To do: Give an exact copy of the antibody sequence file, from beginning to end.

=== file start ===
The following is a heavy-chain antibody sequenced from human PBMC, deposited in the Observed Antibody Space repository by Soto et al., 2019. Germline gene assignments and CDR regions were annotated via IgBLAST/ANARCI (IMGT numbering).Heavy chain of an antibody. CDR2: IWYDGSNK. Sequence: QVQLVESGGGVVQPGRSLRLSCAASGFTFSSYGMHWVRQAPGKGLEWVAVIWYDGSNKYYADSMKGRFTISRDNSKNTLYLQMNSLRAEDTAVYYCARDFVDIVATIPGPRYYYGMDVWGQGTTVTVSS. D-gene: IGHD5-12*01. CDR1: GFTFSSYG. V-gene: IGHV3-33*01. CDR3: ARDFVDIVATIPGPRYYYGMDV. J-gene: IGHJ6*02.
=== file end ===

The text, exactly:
The following is a heavy-chain antibody sequenced from human PBMC, deposited in the Observed Antibody Space repository by Soto et al., 2019. Germline gene assignments and CDR regions were annotated via IgBLAST/ANARCI (IMGT numbering).Heavy chain of an antibody. CDR2: IWYDGSNK. Sequence: QVQLVESGGGVVQPGRSLRLSCAASGFTFSSYGMHWVRQAPGKGLEWVAVIWYDGSNKYYADSMKGRFTISRDNSKNTLYLQMNSLRAEDTAVYYCARDFVDIVATIPGPRYYYGMDVWGQGTTVTVSS. D-gene: IGHD5-12*01. CDR1: GFTFSSYG. V-gene: IGHV3-33*01. CDR3: ARDFVDIVATIPGPRYYYGMDV. J-gene: IGHJ6*02.